Making Decisions

by Bill

One of the skills we have to master early in recovery is that of making good decisions. In truth, recovery is mostly about making good decisions, and we alcoholics and other addicts tend not to be very good at it. It’s critical to remember that every decision we make changes us and the rest of our lives to some extent, and there is really no way of knowing how much, or in what direction. That’s why it’s vitally important that we do our best to ensure, as often as possible, that we’re doing “the next right thing.”

Changes are scary, and since decisions usually mean changes, they’re often scary too. It’s easy to put them off in the hope that time — or some imaginary force — will take care of things, but rarely does that pay off in the long run. (That’s not the same as tabling an issue until we’ve had time to think about it carefully; one postpones action, the other denies the need for action.)

There are some questions we can ask ourselves to clarify our decision-making somewhat. We can consider if we really want to do it, and often that’s the only thing we need to do. Sometimes, not wanting to do something is enough. Examples of this might be going to a social function simply because we were invited, or saying “Yes” to a request because we don’t know how to refuse it.

downloadWe can — and should — ask how it will benefit our lives, balancing out the negative and positive aspects. We don’t have to take a “What’s in it for me” attitude, but we certainly should consider the benefits versus cost, and remember that our time and effort is part of the cost. (We also need to remember, however, that decisions that benefit only ourselves are often not good ones.)

Is what we are contemplating realistic? Are we moving to Montana to work as a cowboy or cowgirl because we’re outdoorsy, skilled riders, relish hard work and don’t mind doing it in wind, rain, heat and sometimes sub-zero weather, or does it just seem like a fun thing to do? Do we really want to mortgage our condo to invest in our friend’s business selling cosmetic products? These things seem silly, but people do this sort of thing every day and folks in early recovery are especially prone to get-rich-quick schemes.  I know from experience.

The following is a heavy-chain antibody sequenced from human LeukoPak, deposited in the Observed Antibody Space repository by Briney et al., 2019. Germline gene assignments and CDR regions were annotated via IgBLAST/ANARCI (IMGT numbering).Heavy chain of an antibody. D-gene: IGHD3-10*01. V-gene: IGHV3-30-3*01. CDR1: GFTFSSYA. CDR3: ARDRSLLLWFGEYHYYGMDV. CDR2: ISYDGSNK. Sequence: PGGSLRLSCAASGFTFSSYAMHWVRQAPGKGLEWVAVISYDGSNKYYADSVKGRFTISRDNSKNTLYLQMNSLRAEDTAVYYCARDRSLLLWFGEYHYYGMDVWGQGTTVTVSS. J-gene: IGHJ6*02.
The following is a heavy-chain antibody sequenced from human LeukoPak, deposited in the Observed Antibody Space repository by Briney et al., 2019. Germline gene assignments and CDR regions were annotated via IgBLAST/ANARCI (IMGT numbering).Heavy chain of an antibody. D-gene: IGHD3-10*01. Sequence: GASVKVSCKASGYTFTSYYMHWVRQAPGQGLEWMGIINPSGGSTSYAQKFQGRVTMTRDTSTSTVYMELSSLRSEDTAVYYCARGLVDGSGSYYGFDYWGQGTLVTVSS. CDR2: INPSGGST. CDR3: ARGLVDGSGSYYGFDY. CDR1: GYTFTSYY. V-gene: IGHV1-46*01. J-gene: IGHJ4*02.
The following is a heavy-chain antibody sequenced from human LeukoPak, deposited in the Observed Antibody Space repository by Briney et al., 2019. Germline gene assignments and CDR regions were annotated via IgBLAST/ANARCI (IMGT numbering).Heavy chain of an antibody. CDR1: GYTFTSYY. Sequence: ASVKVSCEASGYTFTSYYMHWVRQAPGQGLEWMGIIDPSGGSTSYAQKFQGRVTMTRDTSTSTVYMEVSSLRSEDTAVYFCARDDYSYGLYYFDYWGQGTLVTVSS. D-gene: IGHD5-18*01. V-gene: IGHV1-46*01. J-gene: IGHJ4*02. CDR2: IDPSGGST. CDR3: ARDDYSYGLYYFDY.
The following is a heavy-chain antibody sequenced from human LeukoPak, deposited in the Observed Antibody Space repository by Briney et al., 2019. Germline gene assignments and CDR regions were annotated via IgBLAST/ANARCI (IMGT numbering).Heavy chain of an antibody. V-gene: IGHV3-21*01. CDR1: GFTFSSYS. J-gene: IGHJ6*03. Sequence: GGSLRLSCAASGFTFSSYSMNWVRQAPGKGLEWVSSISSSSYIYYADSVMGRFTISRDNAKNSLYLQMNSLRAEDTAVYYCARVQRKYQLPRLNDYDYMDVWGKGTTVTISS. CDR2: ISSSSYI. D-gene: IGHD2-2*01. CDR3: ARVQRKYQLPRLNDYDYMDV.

What’s our gut feeling? Do we actually know deep down that our decision is a poor one, but choose to ignore that little voice, the tension between our shoulders or that queasy feeling when we think of parting with all that money?

And finally — have we talked to people about our plan, or have we been reluctant to do so because we are pretty sure they’ll try to shoot it down? If we’ve been avoiding the subject with the folks who care about us and wish us well, there’s a great likelihood that our secrets are going to get us into a heap o’ trouble, because that’s addict behavior, one hundred percent.

Bad decisions often focus on external things: pleasing others, money, power, prestige, excitement, feeling good, a quick fix to a problem, or running from something. We need to avoid that old impulsive, all or nothing thinking, talk it out, look at the “big picture”, pray and/or meditate, and only then trust our good sense and the outcome. To do otherwise is to court disaster, as much for us old-timers as for anyone else. We have to think smart. Ignorance and stupidity are treatable conditions. Look how far we’ve come already!

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